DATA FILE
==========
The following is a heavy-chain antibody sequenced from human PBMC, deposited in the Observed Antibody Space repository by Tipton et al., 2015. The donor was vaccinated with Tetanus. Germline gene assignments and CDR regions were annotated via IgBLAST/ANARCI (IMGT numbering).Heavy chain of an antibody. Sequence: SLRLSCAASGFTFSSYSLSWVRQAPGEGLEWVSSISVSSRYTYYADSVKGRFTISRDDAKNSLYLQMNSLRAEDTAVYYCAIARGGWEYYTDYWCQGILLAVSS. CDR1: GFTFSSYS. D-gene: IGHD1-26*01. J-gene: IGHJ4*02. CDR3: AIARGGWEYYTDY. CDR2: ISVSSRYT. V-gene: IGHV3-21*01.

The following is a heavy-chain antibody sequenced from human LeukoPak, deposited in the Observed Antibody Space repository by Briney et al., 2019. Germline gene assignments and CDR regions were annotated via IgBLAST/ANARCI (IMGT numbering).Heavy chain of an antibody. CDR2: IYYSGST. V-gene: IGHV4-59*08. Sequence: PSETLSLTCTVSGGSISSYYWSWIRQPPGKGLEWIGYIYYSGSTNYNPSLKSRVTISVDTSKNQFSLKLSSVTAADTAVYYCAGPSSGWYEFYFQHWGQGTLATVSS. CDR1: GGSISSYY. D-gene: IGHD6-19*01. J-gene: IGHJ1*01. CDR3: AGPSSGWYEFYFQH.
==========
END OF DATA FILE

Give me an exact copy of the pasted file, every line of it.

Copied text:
The following is a heavy-chain antibody sequenced from human PBMC, deposited in the Observed Antibody Space repository by Tipton et al., 2015. The donor was vaccinated with Tetanus. Germline gene assignments and CDR regions were annotated via IgBLAST/ANARCI (IMGT numbering).Heavy chain of an antibody. Sequence: SLRLSCAASGFTFSSYSLSWVRQAPGEGLEWVSSISVSSRYTYYADSVKGRFTISRDDAKNSLYLQMNSLRAEDTAVYYCAIARGGWEYYTDYWCQGILLAVSS. CDR1: GFTFSSYS. D-gene: IGHD1-26*01. J-gene: IGHJ4*02. CDR3: AIARGGWEYYTDY. CDR2: ISVSSRYT. V-gene: IGHV3-21*01.

The following is a heavy-chain antibody sequenced from human LeukoPak, deposited in the Observed Antibody Space repository by Briney et al., 2019. Germline gene assignments and CDR regions were annotated via IgBLAST/ANARCI (IMGT numbering).Heavy chain of an antibody. CDR2: IYYSGST. V-gene: IGHV4-59*08. Sequence: PSETLSLTCTVSGGSISSYYWSWIRQPPGKGLEWIGYIYYSGSTNYNPSLKSRVTISVDTSKNQFSLKLSSVTAADTAVYYCAGPSSGWYEFYFQHWGQGTLATVSS. CDR1: GGSISSYY. D-gene: IGHD6-19*01. J-gene: IGHJ1*01. CDR3: AGPSSGWYEFYFQH.